The first component to this approach was stakeholder involvement which was at the center of our communication and change efforts. Upfront, we conducted a stakeholder analysis to fully understand all of our stakeholders, identify what’s changing for them, and document the benefits and concerns. We also asked for input from our global HR and manager teams throughout the process, including conducting surveys. This input led us to create a comprehensive change strategy and plan.
Next, it was important to tell the story. At the time of separation, we told a very crisp, cohesive story. Our employees appreciated and responded well to that approach. So, we articulated an HR transformation mantra called “It Just Works” to reinforce the ease and simplicity of our new systems and tools. We also built a visual identity system to make it easy for employees to identify HR transformation communication. And, of course, we had a full- blown communication strategy and plan.
We knew the best way to reach MSI employees was to engage them in a variety of timely, relevant, and compelling communication. We leveraged email—some from leaders, some highly visual to provide just-in-time action-oriented information. We used video, meetings, and a variety of other tools such as flyers, webinars, know-before- you-go guides, and so on.
Finally, we prepared our global HR colleagues to manage the change. We set up a global change agent network and put them in charge of managing and communicating the change.
What were some successes and challenges of the big-bang roll out?
The roll out was very successful; we achieved what we set out to do. Our systems went live, the interfaces to other systems such as payroll worked, the Service Centers came on stream on time around the world, and employees used them extensively right from day one. Overall we’re very pleased with the way the launch has gone, and our focus for the first nine months has been on stabilizing what we have. Inevitably we’ve already started looking hard at how we can improve the performance of all the parts, and to be honest we will probably always be looking at how we can make things better. We are working hard to reduce manual interventions, and fine-tune our employee service centre knowledge and the operating model. At the same time we’re continuing to standardize and simplify our processes wherever possible to make things easier for employees and managers.
Ultimately, we believe our HR technology and service delivery model can help us unleash the value of HR. We’re shifting from implementation mode to continuous improvement mode—and that will free up our HR folks for more strategic activities. We’re also focused on leveraging the power of our new technology to provide meaningful talent intelligence that will help us drive better people and business decisions.
Your new model operates on a Workday platform. What are some benefits of being SaaS based?
There are a number of benefits we see using the SaaS model. The fact that we are all on the latest version of the system and that it’s updated regularly—three times in 2013 and two times a year in 2014—means we see system uptime pretty much at 100 percent with no customization costs. You run the latest version of the system at all times so you are not locked into old software or prevented from upgrading due to prohibitive costs.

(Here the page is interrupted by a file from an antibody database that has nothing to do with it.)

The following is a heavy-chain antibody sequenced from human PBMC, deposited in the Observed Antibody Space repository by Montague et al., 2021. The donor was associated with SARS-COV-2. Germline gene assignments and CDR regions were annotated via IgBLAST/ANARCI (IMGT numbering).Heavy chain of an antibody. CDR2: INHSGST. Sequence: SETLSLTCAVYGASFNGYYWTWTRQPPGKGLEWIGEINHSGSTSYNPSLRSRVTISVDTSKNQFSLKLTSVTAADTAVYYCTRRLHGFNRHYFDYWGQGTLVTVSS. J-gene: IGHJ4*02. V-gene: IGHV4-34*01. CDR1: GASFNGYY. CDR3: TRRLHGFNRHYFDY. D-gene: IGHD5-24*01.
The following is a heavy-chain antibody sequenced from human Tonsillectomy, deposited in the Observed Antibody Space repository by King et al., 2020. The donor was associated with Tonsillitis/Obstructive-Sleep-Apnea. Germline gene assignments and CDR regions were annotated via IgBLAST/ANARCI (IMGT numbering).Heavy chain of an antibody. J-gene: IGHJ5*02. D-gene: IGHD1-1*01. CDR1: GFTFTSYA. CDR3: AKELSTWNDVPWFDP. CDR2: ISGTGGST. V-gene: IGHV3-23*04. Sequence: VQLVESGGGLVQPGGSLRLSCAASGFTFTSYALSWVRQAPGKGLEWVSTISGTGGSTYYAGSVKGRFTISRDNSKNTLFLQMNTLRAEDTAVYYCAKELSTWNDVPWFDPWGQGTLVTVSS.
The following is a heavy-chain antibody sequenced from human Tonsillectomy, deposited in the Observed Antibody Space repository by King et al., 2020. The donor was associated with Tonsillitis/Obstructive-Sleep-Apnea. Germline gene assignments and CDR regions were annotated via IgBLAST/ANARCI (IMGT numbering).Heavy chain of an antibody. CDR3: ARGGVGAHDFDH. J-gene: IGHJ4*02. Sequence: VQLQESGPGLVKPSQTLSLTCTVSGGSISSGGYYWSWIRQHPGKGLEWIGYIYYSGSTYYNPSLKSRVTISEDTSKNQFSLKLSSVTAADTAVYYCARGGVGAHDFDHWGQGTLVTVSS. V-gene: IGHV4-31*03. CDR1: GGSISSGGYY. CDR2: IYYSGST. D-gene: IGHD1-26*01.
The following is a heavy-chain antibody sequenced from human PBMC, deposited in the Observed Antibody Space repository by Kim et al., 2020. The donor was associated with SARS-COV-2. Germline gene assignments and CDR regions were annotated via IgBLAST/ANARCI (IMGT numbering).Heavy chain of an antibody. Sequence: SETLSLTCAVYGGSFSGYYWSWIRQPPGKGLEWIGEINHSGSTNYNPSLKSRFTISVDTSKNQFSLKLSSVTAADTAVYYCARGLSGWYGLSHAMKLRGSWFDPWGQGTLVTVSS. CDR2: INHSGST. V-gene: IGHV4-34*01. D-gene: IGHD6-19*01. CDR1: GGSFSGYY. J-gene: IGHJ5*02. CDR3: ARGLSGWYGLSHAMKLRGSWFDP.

There is a significant saving in the total cost of ownership versus a more traditional model. You pay a subscription charge, but you no longer have hardware, software, or database costs either through buying or maintenance. We found that customizing our old system led to significant maintenance charges every time there was a system upgrade. We’ve also found that the overall user experience is much improved. Accessing the system is easy and finding information within the system is fairly intuitive. We see this through the number of employees who regularly access the system.
The system is available 24 hours a day and can be accessed securely from virtually anywhere. Once we get through our initial transition to Workday and our new administration processes, we will make the mobile version of Workday available to employees. This will be a huge step forward, allowing many of our employees who are on the move to access and transact on the system using their smartphone or tablet. We also still need to realize the full benefit of the reporting and analytics capabilities, and have plans to put much more focus in this area as we move into 2014. We see big benefits for our business by doing this.
Any data around return on investment you can share?
Right now we are on track to realize the return on investment we used in our original financial model which was based over a five-year term.
The Provider Perspective
“MSI began their transformation journey in 2011 which led them to choose Aon Hewitt,” recalls Heather Perguidi, service delivery manager for Aon Hewitt. The engagement was no easy feat with tight parameters: a speedy implementation timeline of 12 months. The secret to making it work? Change management.
“We see change management as critical,” notes Pam Hein, partner, Aon Hewitt. “What Motorola Solutions did more effectively than most is that they brought the regions and HR leaders into the fold prior to even working with Aon Hewitt. So in the design and implementation phase, they already had people on board and part of the process. We were lucky that Motorola really believed in change management and getting people involved. They wanted to make sure they were telling a cohesive story, a broad HR transformation story.”
How did they execute on a communications strategy? Motorola voiced a very clear cut campaign through emails, videos, meetings, webinars, and more.
They also got leadership involved. “The most important part of what happened was their communications from the top,” reports Sandy Miller, managing principal at Aon Hewitt. “They involved leaders in each of the regions. They felt they needed local buy in, local involvement, and they needed everybody to understand that this was an organizational transformation.”